The Government is to renew attempts to intervene in the lives of young people who are at risk of joining gangs, the BBC reports.
The Department for Work and Pensions will work to deal with 120,000 problem families in England and Wales, and, where necessary, intervene even before a child is born.
Home Secretary, Theresa May, will outline details of the cross-government approach to tackling gangs today, but says it is not a 'one size fits all model', but that the government needs to step in to prevent kids becoming involved in the culture.
"It may be support to parents in terms of how they bring up a child. For youngsters at school it may be identifying those who look as if they might become gang members, helping to prevent that happening and offering them pathways out if they do become a gang member."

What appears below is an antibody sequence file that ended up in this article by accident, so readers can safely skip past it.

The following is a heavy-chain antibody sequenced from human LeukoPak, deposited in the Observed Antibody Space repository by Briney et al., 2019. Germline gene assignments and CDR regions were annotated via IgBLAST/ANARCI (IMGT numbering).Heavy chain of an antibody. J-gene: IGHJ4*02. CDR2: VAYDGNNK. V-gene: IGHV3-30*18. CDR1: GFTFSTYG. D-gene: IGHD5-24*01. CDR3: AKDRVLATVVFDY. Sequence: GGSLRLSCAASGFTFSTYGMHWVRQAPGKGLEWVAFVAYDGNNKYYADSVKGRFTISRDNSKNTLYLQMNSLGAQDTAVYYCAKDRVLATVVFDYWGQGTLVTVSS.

Iain Duncan Smith, secretary for Work and Pensions, previously said there was "pretty good evidence" gangs were at the centre of the riots which took place across the country during the summer, although Theresa May later said the "majority" of those involved were not part of gangs.
Ms May will also discuss the increasing of prison sentences for supplying guns to gang members, saying it is important to have the 'right sentences in place'.
The proposals will also see the police "flag up" convicted gang members who should be facing deportation so the UK Border Agency can take action against them.
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Do you worry about your children joining a gang?